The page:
Everglades Dolphins Have Highest Level of Mercury Ever
Researchers have discovered that bottlenose dolphins residing off the Florida Everglades have higher concentrations of mercury contamination than any other population of the mammals in the world.
Contamination levels of mercury (T-Hg) in Lower Florida Keys (LFK) and the Florida Coastal Everglades (FCE) dolphinsScience Direct
The study, published in the journal Environmental Pollution, examined the levels of mercury and other toxins in the sea creatures. According to the research, mercury concentrations in the skin of Florida Coastal Everglades dolphins (median 9314 ng g−1 dw) were about three times higher than Lower Florida Keys dolphins (median 2941 ng g−1 dw).
"These concentrations are the highest recorded in bottlenose dolphins in the southeastern USA, and may be explained, at least partially, by the biogeochemistry of the Everglades and mangrove sedimentary habitats that create favorable conditions for the retention of mercury and make it available at high concentrations for aquatic predators," the study abstract states.
The research team includes scientists from Florida International University (FIU), the University of Liège in Belgium, the University of Gronigen in the Netherlands and the Tropical Dolphin Research Foundation in the U.S.
It is unclear where exactly the mercury comes from but the scientists suspect it might stem from smoke stacks, nearby farming operations or from the area's numerous mangroves in Everglades National Park. As FIU News explained, when mangrove leaves drop into the water, mercury from the mangroves mixes with bacteria and is turned into methylmercury. Methylmercury is highly toxic and can travel up the food chain, as it collects in animal tissue in larger and larger amounts. (That's why predators like dolphins, swordfish and tuna have troubling levels of mercury.)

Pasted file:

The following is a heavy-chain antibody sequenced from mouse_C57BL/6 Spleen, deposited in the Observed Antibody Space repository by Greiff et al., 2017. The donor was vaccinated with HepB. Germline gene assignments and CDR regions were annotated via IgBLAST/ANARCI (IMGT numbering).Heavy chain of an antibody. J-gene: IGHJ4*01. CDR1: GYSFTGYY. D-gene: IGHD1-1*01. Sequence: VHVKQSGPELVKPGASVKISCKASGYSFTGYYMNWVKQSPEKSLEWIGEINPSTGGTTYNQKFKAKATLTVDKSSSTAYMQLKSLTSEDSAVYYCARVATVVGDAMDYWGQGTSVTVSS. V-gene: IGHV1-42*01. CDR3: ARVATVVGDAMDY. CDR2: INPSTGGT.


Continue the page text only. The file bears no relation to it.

Woods Hole Oceanographic Institution
Dolphins that live in the Amazon and other mangrove forests also have elevated mercury levels, but the researchers were surprised to find that the mercury levels in Everglades dolphins were even higher.
"I couldn't believe those levels because that's the highest ever recorded," FIU marine scientist Jeremy Kiszka, a co-author of the study, told the Miami Herald. "It raises a lot of other questions."
The study is important because dolphins are a vital "sentinel species," meaning they shed light on oceanic and human health. So if a dolphin is swimming in contaminated waters, a person living by the same coastal waters might also be exposed to the same contamination. As the Miami Herald noted, researchers discovered last year that Indian River Lagoon dolphins had elevated mercury levels, reflecting the high levels of mercury in the nearby human population.
Similarly, since dolphins and humans eat the same kind of seafood, if a dolphin gets sick from eating toxic fish, a person who eats the same toxic fish might get sick too.
For humans, mercury can have a whole host of terrifying problems. As for what effects mercury has on dolphins, FIU News explained that the chemical can disrupt the animal's immune system and reproduction, making them more vulnerable to infection and disease.
"Mercury is one of the most neurotoxic elements in the universe," World Mercury Project president Robert F. Kennedy, Jr., who was not involved in the study, explained to EcoWatch. "The destruction of these extraordinary creatures is part of the cost of our deadly addiction to coal and chemicals. We shouldn't forget that these dolphins are accumulating these horrifying brain poisons from the same fish that our children eat."
The scientists are now trying to expand their study on other marine animals.
"Understanding the impact of pollutants on marine ecosystems, including from natural sources, is critical for conservation and management. Results obtained on bottlenose dolphins from the Everglades were surprising, but we now need to assess the effect of mercury on the health of dolphins and other species from the Everglades," Kiszka told FIU News. "This is a critical question for understanding the effects of pollutants on aquatic ecosystems, but also on humans, since we are also part of these ecosystems."